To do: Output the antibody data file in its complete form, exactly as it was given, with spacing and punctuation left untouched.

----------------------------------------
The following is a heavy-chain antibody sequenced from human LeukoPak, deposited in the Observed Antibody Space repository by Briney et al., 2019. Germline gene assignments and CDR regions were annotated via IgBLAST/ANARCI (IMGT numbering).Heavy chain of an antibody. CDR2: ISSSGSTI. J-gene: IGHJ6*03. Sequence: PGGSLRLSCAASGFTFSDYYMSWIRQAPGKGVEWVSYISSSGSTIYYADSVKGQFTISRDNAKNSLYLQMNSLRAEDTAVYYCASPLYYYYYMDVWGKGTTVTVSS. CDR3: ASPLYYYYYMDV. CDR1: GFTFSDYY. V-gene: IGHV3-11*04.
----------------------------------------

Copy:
The following is a heavy-chain antibody sequenced from human LeukoPak, deposited in the Observed Antibody Space repository by Briney et al., 2019. Germline gene assignments and CDR regions were annotated via IgBLAST/ANARCI (IMGT numbering).Heavy chain of an antibody. CDR2: ISSSGSTI. J-gene: IGHJ6*03. Sequence: PGGSLRLSCAASGFTFSDYYMSWIRQAPGKGVEWVSYISSSGSTIYYADSVKGQFTISRDNAKNSLYLQMNSLRAEDTAVYYCASPLYYYYYMDVWGKGTTVTVSS. CDR3: ASPLYYYYYMDV. CDR1: GFTFSDYY. V-gene: IGHV3-11*04.